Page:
Comparing the Journeys and Statures of Two of the Leagues’ Most Notable Almost-Was Quarterbacks
This is a story of two veteran quarterbacks still active in the league with their names etched in the history books. No, not Tom Brady and Aaron Rodgers. This is a tale of Mark Sanchez and Ryan Fitzpatrick.
Both quarterbacks have been in the league for almost a decade, having served as both starting and backup QBs. During the latter years of their careers, they’ve been marked as journeyman quarterbacks. While their careers haven’t likely unfolded how they had once hoped, both have had glimpses at glory and made history in their own right.
Pre-Draft Days & Rookie Campaigns
A California boy through and through, Mark Sanchez grew up in Orange County before attending USC, where he played football under Pete Carroll, now the Seahawks’ head coach. At USC, he won the Rose Bowl each year of his storied collegiate career.
Sanchez declared for the 2009 NFL Draft after his junior season, as fellow QBs Sam Bradford and Tim Tebow opted to play their senior seasons. Sanchez was selected fifth overall by the New York Jets behind the first overall pick, Matthew Stafford. Wide receiver Michael Crabtree and safety Malcolm Jenkins were selected just a few picks after him.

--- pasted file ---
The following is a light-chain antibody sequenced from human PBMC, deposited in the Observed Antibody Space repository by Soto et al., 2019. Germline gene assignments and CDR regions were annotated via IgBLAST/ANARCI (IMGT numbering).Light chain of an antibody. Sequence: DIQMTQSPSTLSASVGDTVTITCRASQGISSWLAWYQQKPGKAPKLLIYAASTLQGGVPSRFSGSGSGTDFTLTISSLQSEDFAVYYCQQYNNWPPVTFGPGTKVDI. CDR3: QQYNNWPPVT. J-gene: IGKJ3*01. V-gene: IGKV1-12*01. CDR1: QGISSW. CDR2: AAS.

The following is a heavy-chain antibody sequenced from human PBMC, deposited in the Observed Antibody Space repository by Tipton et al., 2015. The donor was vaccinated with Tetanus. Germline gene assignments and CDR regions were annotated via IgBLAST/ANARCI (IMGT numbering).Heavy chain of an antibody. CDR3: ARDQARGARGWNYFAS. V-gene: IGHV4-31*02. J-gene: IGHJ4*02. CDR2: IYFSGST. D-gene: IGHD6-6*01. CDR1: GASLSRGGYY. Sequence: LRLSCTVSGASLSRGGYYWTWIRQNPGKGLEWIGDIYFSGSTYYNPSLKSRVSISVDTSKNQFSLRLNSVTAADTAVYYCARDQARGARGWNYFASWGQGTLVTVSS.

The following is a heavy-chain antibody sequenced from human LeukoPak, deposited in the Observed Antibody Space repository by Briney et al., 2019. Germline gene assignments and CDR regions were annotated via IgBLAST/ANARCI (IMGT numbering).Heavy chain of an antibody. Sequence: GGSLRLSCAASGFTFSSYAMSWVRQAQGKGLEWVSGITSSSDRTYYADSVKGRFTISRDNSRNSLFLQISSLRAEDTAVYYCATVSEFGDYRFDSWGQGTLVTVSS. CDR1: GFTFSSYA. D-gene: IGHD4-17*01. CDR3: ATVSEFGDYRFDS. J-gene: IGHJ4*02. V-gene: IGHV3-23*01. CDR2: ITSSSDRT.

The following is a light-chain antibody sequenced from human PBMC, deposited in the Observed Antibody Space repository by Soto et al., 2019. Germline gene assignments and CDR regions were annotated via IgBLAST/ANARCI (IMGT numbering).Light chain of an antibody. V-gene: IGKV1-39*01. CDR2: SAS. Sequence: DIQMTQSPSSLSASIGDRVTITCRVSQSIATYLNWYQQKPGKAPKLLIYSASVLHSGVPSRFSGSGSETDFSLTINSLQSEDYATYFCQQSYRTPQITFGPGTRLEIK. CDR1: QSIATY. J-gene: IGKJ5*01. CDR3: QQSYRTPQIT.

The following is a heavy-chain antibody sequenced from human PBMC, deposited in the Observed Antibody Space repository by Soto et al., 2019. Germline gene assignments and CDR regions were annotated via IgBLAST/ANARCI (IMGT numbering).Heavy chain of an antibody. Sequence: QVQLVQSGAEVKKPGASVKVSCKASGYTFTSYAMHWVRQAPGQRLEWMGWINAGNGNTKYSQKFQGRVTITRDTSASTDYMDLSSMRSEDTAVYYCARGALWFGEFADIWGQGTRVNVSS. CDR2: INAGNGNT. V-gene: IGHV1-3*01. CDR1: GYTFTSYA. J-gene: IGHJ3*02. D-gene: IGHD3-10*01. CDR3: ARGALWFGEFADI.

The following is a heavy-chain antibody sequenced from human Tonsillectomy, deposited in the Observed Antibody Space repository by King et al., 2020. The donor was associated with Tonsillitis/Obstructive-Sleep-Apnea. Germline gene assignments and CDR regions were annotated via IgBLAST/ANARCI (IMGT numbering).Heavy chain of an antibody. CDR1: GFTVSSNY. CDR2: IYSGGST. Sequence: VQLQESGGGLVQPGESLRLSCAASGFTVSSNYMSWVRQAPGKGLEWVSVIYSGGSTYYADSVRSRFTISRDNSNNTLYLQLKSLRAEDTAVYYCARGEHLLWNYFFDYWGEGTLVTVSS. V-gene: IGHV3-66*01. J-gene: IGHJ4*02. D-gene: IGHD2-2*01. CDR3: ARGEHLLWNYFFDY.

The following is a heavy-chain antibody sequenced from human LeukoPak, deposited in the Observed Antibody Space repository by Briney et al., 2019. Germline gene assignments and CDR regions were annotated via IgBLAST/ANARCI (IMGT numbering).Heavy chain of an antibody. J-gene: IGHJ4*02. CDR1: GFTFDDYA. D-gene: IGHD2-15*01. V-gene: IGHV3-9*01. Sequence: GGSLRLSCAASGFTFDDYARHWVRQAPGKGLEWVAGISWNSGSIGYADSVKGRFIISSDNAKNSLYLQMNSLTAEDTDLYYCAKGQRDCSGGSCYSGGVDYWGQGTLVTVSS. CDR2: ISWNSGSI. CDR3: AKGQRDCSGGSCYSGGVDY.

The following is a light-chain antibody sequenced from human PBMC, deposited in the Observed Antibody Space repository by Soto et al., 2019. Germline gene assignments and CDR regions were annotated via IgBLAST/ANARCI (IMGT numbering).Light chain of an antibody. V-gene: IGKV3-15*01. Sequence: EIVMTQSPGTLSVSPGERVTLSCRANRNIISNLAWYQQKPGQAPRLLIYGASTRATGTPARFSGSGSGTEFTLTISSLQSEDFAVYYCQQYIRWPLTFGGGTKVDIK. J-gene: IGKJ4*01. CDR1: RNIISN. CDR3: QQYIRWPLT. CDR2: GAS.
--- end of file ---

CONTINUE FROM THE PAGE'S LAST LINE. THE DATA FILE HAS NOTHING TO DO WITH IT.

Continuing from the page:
Sanchez’s rookie contract was worth a total of $50 million, with $28 million guaranteed.
Under head coach Rex Ryan, Sanchez started and played 15 games his rookie season. He finished the year with 2,444 passing yards, 12 touchdowns, and 20 interceptions — completing just 53.8% of his passes. Despite his poor performance, the Jets made the playoffs that year through the Wild Card. Surprisingly, Sanchez and the Jets made it all the way to the AFC Championship before losing to the Indianapolis Colts, 30-17.
Also originating from the West Coast, Ryan Fitzpatrick left Arizona after High School to play football at Harvard University. During his time at Harvard, he won the Ivy League Player of the Year award in 2004. Suitably, he recorded a near perfect score on his Wonderlic test after declaring for the 2005 NFL draft. Fitzpatrick’s score remains the highest ever recorded by a quarterback.
Fitzpatrick was selected 250th overall in the seventh round by the St. Louis Rams. Notable peers of that draft class include Alex Smith, taken first overall, and Aaron Rodgers, who famously fell to 24th overall.
Fitzpatrick played just four games his rookie season, starting only three of them. In those games, he completed 56.3% of his passes, which included four touchdowns and eight interceptions for 777 passing yards.